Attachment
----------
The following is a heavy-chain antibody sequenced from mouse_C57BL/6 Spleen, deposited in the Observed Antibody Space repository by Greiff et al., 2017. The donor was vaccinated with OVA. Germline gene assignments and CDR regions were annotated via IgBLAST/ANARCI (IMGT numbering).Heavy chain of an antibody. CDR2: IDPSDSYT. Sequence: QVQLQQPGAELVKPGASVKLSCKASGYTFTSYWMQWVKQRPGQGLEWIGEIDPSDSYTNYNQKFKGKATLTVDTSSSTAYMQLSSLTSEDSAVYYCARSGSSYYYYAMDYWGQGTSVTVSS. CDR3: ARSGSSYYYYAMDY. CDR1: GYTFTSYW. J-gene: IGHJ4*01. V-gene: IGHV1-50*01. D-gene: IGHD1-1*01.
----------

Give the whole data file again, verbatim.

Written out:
The following is a heavy-chain antibody sequenced from mouse_C57BL/6 Spleen, deposited in the Observed Antibody Space repository by Greiff et al., 2017. The donor was vaccinated with OVA. Germline gene assignments and CDR regions were annotated via IgBLAST/ANARCI (IMGT numbering).Heavy chain of an antibody. CDR2: IDPSDSYT. Sequence: QVQLQQPGAELVKPGASVKLSCKASGYTFTSYWMQWVKQRPGQGLEWIGEIDPSDSYTNYNQKFKGKATLTVDTSSSTAYMQLSSLTSEDSAVYYCARSGSSYYYYAMDYWGQGTSVTVSS. CDR3: ARSGSSYYYYAMDY. CDR1: GYTFTSYW. J-gene: IGHJ4*01. V-gene: IGHV1-50*01. D-gene: IGHD1-1*01.